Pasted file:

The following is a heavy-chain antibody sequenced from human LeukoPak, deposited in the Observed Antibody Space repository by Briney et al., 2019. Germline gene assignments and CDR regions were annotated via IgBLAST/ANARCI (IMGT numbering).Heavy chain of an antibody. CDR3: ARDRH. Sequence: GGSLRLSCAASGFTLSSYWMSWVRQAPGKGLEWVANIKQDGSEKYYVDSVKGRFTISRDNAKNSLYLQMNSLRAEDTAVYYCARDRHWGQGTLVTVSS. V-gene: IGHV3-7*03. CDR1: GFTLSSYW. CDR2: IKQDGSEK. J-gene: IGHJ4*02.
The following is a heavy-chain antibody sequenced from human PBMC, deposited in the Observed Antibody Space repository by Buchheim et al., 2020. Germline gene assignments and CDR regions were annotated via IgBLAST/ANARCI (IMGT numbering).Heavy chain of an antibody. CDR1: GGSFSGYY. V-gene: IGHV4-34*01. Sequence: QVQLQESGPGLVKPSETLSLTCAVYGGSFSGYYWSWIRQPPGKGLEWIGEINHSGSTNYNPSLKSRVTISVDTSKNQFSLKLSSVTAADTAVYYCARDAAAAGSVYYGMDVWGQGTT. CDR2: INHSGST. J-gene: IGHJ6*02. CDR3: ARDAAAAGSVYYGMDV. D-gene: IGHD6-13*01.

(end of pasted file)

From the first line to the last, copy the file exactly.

The following is a heavy-chain antibody sequenced from human LeukoPak, deposited in the Observed Antibody Space repository by Briney et al., 2019. Germline gene assignments and CDR regions were annotated via IgBLAST/ANARCI (IMGT numbering).Heavy chain of an antibody. CDR3: ARDRH. Sequence: GGSLRLSCAASGFTLSSYWMSWVRQAPGKGLEWVANIKQDGSEKYYVDSVKGRFTISRDNAKNSLYLQMNSLRAEDTAVYYCARDRHWGQGTLVTVSS. V-gene: IGHV3-7*03. CDR1: GFTLSSYW. CDR2: IKQDGSEK. J-gene: IGHJ4*02.
The following is a heavy-chain antibody sequenced from human PBMC, deposited in the Observed Antibody Space repository by Buchheim et al., 2020. Germline gene assignments and CDR regions were annotated via IgBLAST/ANARCI (IMGT numbering).Heavy chain of an antibody. CDR1: GGSFSGYY. V-gene: IGHV4-34*01. Sequence: QVQLQESGPGLVKPSETLSLTCAVYGGSFSGYYWSWIRQPPGKGLEWIGEINHSGSTNYNPSLKSRVTISVDTSKNQFSLKLSSVTAADTAVYYCARDAAAAGSVYYGMDVWGQGTT. CDR2: INHSGST. J-gene: IGHJ6*02. CDR3: ARDAAAAGSVYYGMDV. D-gene: IGHD6-13*01.